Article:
16 Unforgettable German Classroom Activities to Power Up Language Learning
Teaching should not be one-directional—your students can be active and happy participants.
Research has concluded that active learning stimulates more neural connections in the brain and leads to better memory retention.
What you need are great classroom activities. Play a verb game or a number game with your students, have them playfully explore grammar or use immersive methods to engage them.
If you are looking for some fresh activity ideas for your German class, you have come to the right place.
- 1. The Icebreaker
- 2. Vocabulary Dice
- 3. Singalong and Song Lyrics
- 4. Crosswords and Word Scrambles
- 5. Going Native
- 6. Board Games
- 7. Arts and Crafts
- 8. Roleplaying
- 9. Cooking Class
- 10. Trail of Post-Its
- 11. At the Movies
- 12. Who Am I?
- 13. Four Corners
- 14. Organized Chaos
- 15. Mock Dialogue
- 16. Hot Potato
- The Many Benefits of Classroom Activities
- The Most Effective Follow-up to German Classroom Activities
1. The Icebreaker
What better way to kick off your lesson than with an icebreaker?
For this simple classroom activity, randomly assign pairs of students and task them with finding out something about their partner in German. This is a good time for students to learn each other’s names and get to know their peers better by asking about hobbies and interests.
After the pairing phase, everyone presents their findings to the whole class.
Another variant is to equip all students with bingo sheets and have them walk around to find someone to put into each box; the student with the most boxes filled wins a small prize.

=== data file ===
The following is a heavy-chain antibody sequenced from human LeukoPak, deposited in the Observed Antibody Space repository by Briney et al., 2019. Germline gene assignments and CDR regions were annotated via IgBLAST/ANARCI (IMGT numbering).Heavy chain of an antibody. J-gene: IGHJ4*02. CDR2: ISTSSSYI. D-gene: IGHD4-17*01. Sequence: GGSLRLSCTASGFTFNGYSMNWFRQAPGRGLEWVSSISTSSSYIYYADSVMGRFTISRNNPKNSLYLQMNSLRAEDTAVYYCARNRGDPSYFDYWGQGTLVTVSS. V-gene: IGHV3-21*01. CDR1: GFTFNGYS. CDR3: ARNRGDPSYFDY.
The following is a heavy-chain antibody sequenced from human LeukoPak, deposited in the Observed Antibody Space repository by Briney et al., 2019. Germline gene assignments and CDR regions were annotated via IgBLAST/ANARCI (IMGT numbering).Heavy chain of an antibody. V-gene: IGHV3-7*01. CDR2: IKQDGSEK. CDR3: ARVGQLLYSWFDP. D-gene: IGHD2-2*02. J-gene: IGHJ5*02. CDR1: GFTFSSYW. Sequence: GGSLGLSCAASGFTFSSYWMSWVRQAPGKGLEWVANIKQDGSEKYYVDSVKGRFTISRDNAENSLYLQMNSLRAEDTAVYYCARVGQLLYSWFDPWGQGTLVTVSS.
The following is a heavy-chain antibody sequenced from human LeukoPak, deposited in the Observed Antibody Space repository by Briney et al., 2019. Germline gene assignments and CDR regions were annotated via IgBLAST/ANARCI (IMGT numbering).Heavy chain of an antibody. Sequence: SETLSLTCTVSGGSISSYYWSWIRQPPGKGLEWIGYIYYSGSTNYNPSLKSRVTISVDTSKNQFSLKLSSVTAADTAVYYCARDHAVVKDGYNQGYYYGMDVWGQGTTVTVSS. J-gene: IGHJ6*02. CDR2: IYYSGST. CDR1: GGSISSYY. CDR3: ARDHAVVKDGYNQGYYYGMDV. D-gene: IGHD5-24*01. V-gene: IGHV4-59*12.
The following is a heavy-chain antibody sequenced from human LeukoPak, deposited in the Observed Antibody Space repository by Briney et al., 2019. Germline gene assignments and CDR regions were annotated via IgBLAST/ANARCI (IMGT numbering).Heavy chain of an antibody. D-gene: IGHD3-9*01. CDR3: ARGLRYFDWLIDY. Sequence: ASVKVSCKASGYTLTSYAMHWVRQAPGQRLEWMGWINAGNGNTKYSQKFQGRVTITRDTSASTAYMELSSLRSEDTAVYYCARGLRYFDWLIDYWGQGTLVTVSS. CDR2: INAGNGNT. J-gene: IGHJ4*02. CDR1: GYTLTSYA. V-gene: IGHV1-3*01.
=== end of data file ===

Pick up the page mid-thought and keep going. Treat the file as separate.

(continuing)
2. Vocabulary Dice
This is one of the easiest possible classroom games. You name an English word and ask a student to provide the German translation for it. If they get it right (one try!), they get to roll a six-sided die and acquire a number of points according to the result; if they don’t, no points for them.
Go through all participants until the round is over. Whoever has the most points at the end of a predetermined number of rounds (5 or 10 are good numbers) wins the game.
You can divide your students into groups or let them play against each other individually. If you don’t want to cover vocabulary alone, ask about grammar rules, German traditions or the names of German cities.
Oh, and if everyone forgot their dice that day, roll some digital dice instead.
3. Singalong and Song Lyrics
Everybody loves music, so add some multimedia variety to your lessons by having your students listen to German songs! You can even let them try to transcribe and translate the lyrics.
A good source for this is music channels like Digster Pop, which collects the official music videos of new German songs and archives them in a variety of playlists (for artists, genres, top tens and so on).